doRunRunRunDaDoRunRun

While trying to write a custom Scalatest runner I discover this gem in the default Runner:

dada 🎶 dada 🎶 … ten out of ten points for style, but minus several million for good thinking and way too much complexity. Somehow I now have doubts about Scalatest and its coding style 🙈

Speaking of complexity it’s apparently also really hard to run Scalatest tests explicitly, without any of the built-in runners. Although Suite has a run method which looks like it helps you literally all built-in reporters and in particular HTML reporter I’d like to use are package-private… 😒

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VisualVM to the rescue

Since a few days I frequently got a java.lang.OutOfMemoryError: Metaspace after a few tests in the SBT shell. I attached VisualVM to the SBT process and indeed Metaspace didn’t go down after test had finished:

metaspace up to 250MB and not going down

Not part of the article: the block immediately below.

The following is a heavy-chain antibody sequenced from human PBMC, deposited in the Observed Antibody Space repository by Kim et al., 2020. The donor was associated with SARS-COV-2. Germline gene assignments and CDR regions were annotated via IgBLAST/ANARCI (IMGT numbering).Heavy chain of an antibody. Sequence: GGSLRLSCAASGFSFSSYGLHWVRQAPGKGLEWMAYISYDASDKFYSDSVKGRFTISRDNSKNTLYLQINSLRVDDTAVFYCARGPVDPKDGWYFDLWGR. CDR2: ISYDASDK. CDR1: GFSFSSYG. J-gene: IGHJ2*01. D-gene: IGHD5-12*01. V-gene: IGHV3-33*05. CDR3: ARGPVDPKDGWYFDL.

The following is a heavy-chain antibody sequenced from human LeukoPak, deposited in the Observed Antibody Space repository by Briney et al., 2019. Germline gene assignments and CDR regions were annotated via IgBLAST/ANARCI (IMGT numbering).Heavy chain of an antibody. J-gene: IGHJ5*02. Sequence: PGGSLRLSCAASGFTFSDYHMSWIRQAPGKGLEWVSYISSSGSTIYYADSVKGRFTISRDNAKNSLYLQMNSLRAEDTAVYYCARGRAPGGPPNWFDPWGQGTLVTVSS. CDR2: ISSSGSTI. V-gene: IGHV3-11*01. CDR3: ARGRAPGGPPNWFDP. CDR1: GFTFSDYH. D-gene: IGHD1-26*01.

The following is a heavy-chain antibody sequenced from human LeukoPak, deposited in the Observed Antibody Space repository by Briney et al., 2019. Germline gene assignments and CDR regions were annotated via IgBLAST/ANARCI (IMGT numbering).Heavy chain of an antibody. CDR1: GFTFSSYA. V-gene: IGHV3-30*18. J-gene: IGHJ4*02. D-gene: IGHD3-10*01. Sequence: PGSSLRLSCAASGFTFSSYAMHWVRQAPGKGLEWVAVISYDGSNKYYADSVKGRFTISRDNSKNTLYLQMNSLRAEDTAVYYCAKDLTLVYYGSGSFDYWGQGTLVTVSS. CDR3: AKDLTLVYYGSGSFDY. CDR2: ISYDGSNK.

By the way with many SBT processes running the following SBT alias comes handy: It shows the PID of the running process which helps you pick the right SBT process to attach to in VisualVM:

addCommandAlias(
  "runtimeName",
  "eval java.lang.management.ManagementFactory.getRuntimeMXBean().getName()"
)

I had a suspicion: The application runs on top of Akka, and perhaps I had forgotten to shutdown some actor systems in my tests? And indeed in the “Threads” tab I saw a couple of threads lingering even after test had finished:

lingering threads after test finished

Akka conveniently names threads after the Actor system they belong to, and since luckily I had named my Actor systems after the test suites that created them I immediately knew which test suites to look at.

Indeed these suites didn’t have the trait that implemented actor system shutdown mixed in. I fixed these test suites, and the OutOfMemory error was gone. The whole thing took less than half an hour. Never underestimate the power of monitoring tools!

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Rust, Windows, Travis CI…

Travis recently announced early stage Windows support, and it already supports Rust. I couldn’t wait to try it—I don’t really enjoy AppVeyor—so I set it up for mdcat and it worked really well.